Syria’s military, spearheading assaults on cities and towns to crush a three-month uprising, is showing cracks along sectarian lines that could threaten President Bashar al-Assad’s political survival.
The 45-year-old president is relying increasingly on the army, whose command and many senior officers are drawn from his minority Alawite sect, in a military campaign seen as targeting protesters drawn mainly from the majority Sunni community.
Diplomats and military experts say mostly Alawite units have been implicated in the worst bloodshed in the unrest, angering many Sunnis and triggering some army desertions, but so far no major defection of troops.
“It is still unclear what threshold would have to be crossed in order for mass defections to start occurring (so) that other Sunni conscripts would view defection as a more viable option,” said W. Andrew Terrill, who has studied the Syrian army at the U.S. Army War College in Carlisle Barracks, Pennsylvania.
The most loyal army units are the mainly Alawite divisions commanded by Assad’s brother Maher, including the Republican Guard and the Fourth Armoured Division, each of which have around 10,000 men, backed by tanks.
They are better trained and paid than the rest of the army, which numbers over 200,000 troops including conscripts, and are helped by smaller loyalist units and Alawite militias in several parts of the country.
Experts say that as the military build-up continues in restive regions, prompting further protests, the so far small-scale defections in rural areas could widen to higher ranks and larger numbers.
High-ranking Syrian soldiers and police were among more than 8,000 refugees seeking shelter in Turkey from the crackdown in northern Syria, Turkey’s Anatolian news agency said.
But activists said there was a strong ideological streak in the military, which would resist sectarian splits, and that four decades of Assad family rule had focussed the army’s mission on protecting the Syrian leadership.
“The army will be divided only if the regime collapses, not before. It is an ideological army and all officers are Baathists,” said one activist, referring to the ruling Baath Party.
Terrill said soldiers and conscripts were tightly controlled by a secret police force which made “ordinary Syrian soldiers view themselves as closer to inmates in a prison than people with real options.”
“The final acid test would be if troops felt that by their defection they could help defend their own homes and communities once these come under attack,” he said.
“In that case, they would come under enormous psychological pressure to desert the army.”
Alawite dominance of the senior military ranks dates back to a few years after the Baath Party took power in 1963. Alawite officers captured key posts in air squadrons, missile batteries, armoured divisions and military intelligence.
Among them was Assad’s father Hafez, who became defence minister and, in 1970, president.
The protests against his son, Bashar, erupted in March in conservative rural Sunni regions and spread to the outskirts of Damascus and the commercial hub of Aleppo. Rights groups say 1,300 civilians and 300 police and soldiers have been killed.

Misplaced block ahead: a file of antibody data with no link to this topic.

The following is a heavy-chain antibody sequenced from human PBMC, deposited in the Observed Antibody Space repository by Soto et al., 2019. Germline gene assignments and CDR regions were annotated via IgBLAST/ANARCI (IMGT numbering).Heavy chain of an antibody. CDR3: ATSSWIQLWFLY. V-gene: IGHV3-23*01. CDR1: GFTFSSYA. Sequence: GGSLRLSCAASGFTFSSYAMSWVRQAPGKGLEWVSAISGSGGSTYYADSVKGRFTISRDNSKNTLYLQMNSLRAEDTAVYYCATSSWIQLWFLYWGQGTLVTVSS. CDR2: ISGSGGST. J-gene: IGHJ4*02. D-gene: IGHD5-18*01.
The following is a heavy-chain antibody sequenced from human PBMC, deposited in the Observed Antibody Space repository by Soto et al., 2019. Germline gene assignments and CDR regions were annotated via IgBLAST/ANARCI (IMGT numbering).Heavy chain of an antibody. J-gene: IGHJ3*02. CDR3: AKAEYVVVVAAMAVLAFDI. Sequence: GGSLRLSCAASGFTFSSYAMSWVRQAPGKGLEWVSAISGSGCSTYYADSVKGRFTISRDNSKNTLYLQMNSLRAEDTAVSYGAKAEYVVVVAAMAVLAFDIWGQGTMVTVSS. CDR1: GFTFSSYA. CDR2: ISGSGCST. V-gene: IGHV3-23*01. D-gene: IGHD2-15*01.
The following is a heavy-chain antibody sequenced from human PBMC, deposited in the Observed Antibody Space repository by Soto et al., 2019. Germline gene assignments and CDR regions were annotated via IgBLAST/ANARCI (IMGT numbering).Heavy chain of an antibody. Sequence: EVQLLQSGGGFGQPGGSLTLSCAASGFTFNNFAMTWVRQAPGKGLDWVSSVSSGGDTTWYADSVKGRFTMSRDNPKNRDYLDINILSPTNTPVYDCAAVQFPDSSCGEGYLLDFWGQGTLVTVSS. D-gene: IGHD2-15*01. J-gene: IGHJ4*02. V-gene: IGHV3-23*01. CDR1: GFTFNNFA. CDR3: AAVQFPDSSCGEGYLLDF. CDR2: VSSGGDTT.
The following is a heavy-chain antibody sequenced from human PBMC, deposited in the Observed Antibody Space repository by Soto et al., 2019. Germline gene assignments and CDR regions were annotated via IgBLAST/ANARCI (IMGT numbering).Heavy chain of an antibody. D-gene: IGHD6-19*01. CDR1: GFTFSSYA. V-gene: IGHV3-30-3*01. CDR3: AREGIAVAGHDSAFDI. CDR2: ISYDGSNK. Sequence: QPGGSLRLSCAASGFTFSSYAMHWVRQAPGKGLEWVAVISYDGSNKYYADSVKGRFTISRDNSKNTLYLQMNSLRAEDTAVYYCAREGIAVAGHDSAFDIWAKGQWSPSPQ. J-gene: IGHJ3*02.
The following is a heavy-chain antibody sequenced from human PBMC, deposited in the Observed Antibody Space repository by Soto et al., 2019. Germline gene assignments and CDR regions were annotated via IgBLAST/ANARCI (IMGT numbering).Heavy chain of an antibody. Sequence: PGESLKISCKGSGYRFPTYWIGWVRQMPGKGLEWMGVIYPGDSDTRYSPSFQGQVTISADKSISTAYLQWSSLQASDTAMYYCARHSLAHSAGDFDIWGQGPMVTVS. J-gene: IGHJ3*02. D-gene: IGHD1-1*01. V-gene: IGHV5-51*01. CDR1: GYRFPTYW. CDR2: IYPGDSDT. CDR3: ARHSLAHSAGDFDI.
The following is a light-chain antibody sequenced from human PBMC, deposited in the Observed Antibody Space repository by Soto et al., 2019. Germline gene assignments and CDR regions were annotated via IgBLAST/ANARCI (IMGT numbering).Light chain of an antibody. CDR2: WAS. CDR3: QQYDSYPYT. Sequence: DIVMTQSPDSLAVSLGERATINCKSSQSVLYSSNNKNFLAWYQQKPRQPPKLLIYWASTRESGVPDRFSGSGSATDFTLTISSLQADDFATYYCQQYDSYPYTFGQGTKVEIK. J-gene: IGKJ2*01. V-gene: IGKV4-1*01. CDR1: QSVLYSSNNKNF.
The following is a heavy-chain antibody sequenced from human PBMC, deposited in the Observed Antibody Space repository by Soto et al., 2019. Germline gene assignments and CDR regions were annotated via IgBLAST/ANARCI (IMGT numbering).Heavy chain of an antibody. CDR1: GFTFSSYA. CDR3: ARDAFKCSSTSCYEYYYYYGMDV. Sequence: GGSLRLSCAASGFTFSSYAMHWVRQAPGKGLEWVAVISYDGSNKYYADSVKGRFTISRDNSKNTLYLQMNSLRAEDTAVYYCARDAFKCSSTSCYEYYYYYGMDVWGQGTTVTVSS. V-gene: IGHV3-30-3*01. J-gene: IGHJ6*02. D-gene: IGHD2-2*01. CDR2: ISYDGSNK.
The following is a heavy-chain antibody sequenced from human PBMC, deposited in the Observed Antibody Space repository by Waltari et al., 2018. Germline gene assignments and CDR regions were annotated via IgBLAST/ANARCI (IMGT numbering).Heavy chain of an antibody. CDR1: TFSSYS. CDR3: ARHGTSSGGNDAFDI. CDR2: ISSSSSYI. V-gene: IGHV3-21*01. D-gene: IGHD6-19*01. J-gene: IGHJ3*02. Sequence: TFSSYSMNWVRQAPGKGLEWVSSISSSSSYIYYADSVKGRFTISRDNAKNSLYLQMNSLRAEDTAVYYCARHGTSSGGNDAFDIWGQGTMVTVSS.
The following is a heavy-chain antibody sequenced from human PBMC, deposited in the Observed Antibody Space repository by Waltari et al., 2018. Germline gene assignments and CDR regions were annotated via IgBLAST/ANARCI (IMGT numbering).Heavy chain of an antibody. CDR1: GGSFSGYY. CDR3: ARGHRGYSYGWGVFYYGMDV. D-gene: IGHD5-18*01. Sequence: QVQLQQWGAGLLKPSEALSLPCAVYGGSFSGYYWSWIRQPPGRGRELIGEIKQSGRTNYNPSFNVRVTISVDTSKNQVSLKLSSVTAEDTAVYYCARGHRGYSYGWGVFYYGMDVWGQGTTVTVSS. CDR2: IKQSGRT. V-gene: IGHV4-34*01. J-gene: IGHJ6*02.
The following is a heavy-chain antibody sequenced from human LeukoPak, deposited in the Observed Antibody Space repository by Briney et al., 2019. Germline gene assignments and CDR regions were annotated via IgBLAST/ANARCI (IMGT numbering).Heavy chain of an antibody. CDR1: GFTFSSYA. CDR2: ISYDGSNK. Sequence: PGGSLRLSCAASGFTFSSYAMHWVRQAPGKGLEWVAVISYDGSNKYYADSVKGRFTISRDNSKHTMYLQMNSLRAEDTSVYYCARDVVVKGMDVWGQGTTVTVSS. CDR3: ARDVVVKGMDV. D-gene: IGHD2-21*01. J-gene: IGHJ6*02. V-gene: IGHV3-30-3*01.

A diplomat said dissatisfaction among Sunni ranks was increasing as the uprising continues and the army rank and file discover the scale of the killings in their home areas, such as the Hauran Plain in the south, cradle of the uprising, Homs province, and the northwest region bordering Turkey.
In a sign that the Sunnis may be less willing to fire at protesters, witnesses said the army deployed several tanks this week near a football field in the city of Deir al-Zor, but soldiers did not fire as demonstrators passed and climbed tanks.
“I talked with one tank crew. They were from Hama. I asked the commander of the tank ‘Don’t you know that 71 demonstrators were killed in Hama on Friday three weeks ago?'” said a resident, who works as a computer engineer.
“He said: ‘We know but we are soldiers.’ All the time they were looking behind their back to see if there was an officer watching them,” he said.
The tanks withdrew from Deir al-Zor, the capital of an eastern tribal province that borders Iraq’s Sunni heartland, this week, in a rare instance of army deployment that did not result in bloodshed.
Two defecting Sunni conscripts who had fled to Turkey said the army banned vacations three months ago, restricting access to their families in areas under assault. In the town of Maarat al-Numaan, residents said a funeral was held this week for Hammoud Yehia Hassan, a soldier in his 20s, who they say was shot after refusing to fire at demonstrators.
A strategic studies professor in Jordan, who declined to be named to avoid sensitivities with Syria, said that the army remained in the grip of Assad and his brother, but that one major outbreak of bloodshed could spin Sunni units out of control.
“The Sunnis are boiling under the surface and Assad cannot control events,” he said.
A Syrian army ex-officer, who served in air force defence, recalled how he was the only Sunni officer among seven Alawites at his missile battery unit.
“I think that the Sunnis in the army are counting on the silent majority of Syrians who are no longer shutting up and (who are) going to the streets before they move.
“The price will be more martyrs. Whether the Sunnis can overcome the much better equipped Alawite units is a different matter, but at least they could provide protection for the demonstrations,” he said.